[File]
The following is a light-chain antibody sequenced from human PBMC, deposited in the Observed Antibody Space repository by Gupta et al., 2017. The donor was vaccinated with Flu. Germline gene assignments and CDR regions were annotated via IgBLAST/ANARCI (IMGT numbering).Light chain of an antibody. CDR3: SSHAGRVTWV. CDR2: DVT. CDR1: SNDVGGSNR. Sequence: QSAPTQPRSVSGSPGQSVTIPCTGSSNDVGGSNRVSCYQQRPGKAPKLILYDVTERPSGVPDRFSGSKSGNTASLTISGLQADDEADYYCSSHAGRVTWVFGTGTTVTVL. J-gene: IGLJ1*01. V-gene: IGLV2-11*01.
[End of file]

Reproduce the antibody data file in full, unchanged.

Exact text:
The following is a light-chain antibody sequenced from human PBMC, deposited in the Observed Antibody Space repository by Gupta et al., 2017. The donor was vaccinated with Flu. Germline gene assignments and CDR regions were annotated via IgBLAST/ANARCI (IMGT numbering).Light chain of an antibody. CDR3: SSHAGRVTWV. CDR2: DVT. CDR1: SNDVGGSNR. Sequence: QSAPTQPRSVSGSPGQSVTIPCTGSSNDVGGSNRVSCYQQRPGKAPKLILYDVTERPSGVPDRFSGSKSGNTASLTISGLQADDEADYYCSSHAGRVTWVFGTGTTVTVL. J-gene: IGLJ1*01. V-gene: IGLV2-11*01.